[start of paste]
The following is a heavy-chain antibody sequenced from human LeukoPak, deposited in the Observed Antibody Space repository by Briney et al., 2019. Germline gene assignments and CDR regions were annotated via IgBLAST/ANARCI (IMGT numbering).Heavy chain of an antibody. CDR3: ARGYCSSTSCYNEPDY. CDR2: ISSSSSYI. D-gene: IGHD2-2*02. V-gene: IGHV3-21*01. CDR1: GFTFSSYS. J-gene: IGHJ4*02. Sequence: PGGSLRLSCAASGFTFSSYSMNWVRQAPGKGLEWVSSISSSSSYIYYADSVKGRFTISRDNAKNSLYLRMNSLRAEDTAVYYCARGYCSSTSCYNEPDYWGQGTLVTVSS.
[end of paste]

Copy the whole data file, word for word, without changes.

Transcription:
The following is a heavy-chain antibody sequenced from human LeukoPak, deposited in the Observed Antibody Space repository by Briney et al., 2019. Germline gene assignments and CDR regions were annotated via IgBLAST/ANARCI (IMGT numbering).Heavy chain of an antibody. CDR3: ARGYCSSTSCYNEPDY. CDR2: ISSSSSYI. D-gene: IGHD2-2*02. V-gene: IGHV3-21*01. CDR1: GFTFSSYS. J-gene: IGHJ4*02. Sequence: PGGSLRLSCAASGFTFSSYSMNWVRQAPGKGLEWVSSISSSSSYIYYADSVKGRFTISRDNAKNSLYLRMNSLRAEDTAVYYCARGYCSSTSCYNEPDYWGQGTLVTVSS.